Q&A with Natalie Johnston-Russell, Executive Director of the Keep Georgia Beautiful Foundation
Have you ever wondered how to make more of a difference in your community? We spoke with Natalie, our fearless leader, about youth empowerment, the importance of unifying voices across Georgia, and why cleanups are only part of the solution to addressing litter.
You lead a large number of affiliates in sustainability efforts across the state. Tell our readers a little more about your work with KGBF.
I get to work with some amazing people across the state, primarily on reducing waste, increasing recycling, eradicating litter, and beautifying communities. That’s important on so many levels—the economic well being of a community, the safety and health of a neighborhood, the general mental health of the people living in the area—and of course protecting the environment.
Along with Taylor and Meagan (KGBF’s other staff members), I engage the community at large to increase awareness of our mission and provide ways to get involved and support us. I provide training and support to current affiliates, work with communities to start new affiliates, fundraise, and manage the ever-exciting behind-the-scenes tasks of any organization. I also support our board in their efforts to engage other partners in our work.
What first drew you the organization? Why work for the environment?
From the time I took biology in high school and college, the environment and the impact we have on it have been a major focus for me. [Previous to this role] I worked in other areas in the nonprofit sector, concentrating on human services. When this opportunity arose, I saw my chance to influence both people and our environment, and in doing so, I get to make a difference and show my kids how to be responsible stewards. Engaging people in the betterment of their local communities was something I felt really moved to do, especially after seeing the impact that had already been made. I liked that aspect of local leadership and finding what works best for each individual community, whether that means creating a publicly accessible orchard or involving a school with a cleanup effort.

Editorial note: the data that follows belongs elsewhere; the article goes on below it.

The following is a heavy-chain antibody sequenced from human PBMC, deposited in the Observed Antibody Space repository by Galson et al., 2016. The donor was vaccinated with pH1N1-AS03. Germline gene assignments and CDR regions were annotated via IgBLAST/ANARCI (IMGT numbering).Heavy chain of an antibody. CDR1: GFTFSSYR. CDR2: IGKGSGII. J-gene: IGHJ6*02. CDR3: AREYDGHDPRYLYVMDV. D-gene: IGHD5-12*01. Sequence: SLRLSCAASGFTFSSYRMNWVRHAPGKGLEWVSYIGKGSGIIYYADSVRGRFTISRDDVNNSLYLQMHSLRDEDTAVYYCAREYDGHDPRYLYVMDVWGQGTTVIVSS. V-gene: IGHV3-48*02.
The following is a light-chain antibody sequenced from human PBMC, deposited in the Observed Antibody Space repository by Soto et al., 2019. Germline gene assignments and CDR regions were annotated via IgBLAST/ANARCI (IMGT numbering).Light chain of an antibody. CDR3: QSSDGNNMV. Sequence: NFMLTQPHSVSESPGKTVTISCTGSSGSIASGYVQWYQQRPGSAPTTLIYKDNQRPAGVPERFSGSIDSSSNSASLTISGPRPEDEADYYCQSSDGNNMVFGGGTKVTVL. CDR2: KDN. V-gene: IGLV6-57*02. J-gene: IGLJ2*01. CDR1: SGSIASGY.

Any favorite parts of the job?
I love working with local board and staff members. They’re so passionate and bring so many new ideas to the table. Conversations are always interesting and often surface new approaches for solving an issue. I also enjoy working with the state team—I get to collaborate with two very dynamic, creative women as well as a committed board.
I also find youth involvement very powerful. Seeing another generation get excited and involved about issues related to our mission is a big highlight for me. Our affiliates involve youth through projects like school recycling initiatives and beautification projects. I recently spoke at a children’s water festival. The students there learned that litter doesn’t just go on the ground, but ends up in our storm drains and our waterways, and it was really great to watch that light bulb turn on for them.
What do you look forward to in the future? What further impact do you hope to see in Georgia?
I’m looking forward to our [upcoming] statewide litter campaign so that we can unify all the voices in our state and end littering. We know it takes changing people’s behavior rather than cleanup efforts alone. It’s not an easy thing to do, but we can’t clean our way out of the problem; we have to change people’s habits so we don’t have any litter to begin with. For everyone to realize the impact they make when they drop something or it flies out of their truck bed, and for them to know that many of those items have value and can be composted or recycled into something new–that’s super exciting to me. I also love every time we onboard a new affiliate, because that means we’re covering more of the state.
Any advice for people looking to make their communities cleaner, greener, or more beautiful?
Start with yourself and take action at home—recycle, reduce your waste, make sure it goes in the right place. Then get involved locally! Check to see if you have a community affiliate. If so, they will welcome your engagement, ideas, and support. If there’s not something already going on in your community, you can make it happen. It’s really not that difficult if you start with something small. Start by picking up litter on your street or organizing a clean-up. Choose an area to beautify and volunteer to plant flowers or maintain it so others will want to gather there. More than likely, there is an issue in your community that needs your help.